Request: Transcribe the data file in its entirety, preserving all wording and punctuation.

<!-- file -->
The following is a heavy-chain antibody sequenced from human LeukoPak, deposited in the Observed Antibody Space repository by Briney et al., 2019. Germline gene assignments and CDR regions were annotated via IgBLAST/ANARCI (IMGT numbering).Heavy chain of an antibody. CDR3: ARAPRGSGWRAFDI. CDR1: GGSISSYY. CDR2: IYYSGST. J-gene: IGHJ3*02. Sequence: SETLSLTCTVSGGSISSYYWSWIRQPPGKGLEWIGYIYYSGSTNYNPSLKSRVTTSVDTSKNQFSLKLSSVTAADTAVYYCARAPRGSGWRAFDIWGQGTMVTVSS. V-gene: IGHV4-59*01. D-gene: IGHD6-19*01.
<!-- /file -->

The following is a heavy-chain antibody sequenced from human LeukoPak, deposited in the Observed Antibody Space repository by Briney et al., 2019. Germline gene assignments and CDR regions were annotated via IgBLAST/ANARCI (IMGT numbering).Heavy chain of an antibody. CDR3: ARAPRGSGWRAFDI. CDR1: GGSISSYY. CDR2: IYYSGST. J-gene: IGHJ3*02. Sequence: SETLSLTCTVSGGSISSYYWSWIRQPPGKGLEWIGYIYYSGSTNYNPSLKSRVTTSVDTSKNQFSLKLSSVTAADTAVYYCARAPRGSGWRAFDIWGQGTMVTVSS. V-gene: IGHV4-59*01. D-gene: IGHD6-19*01.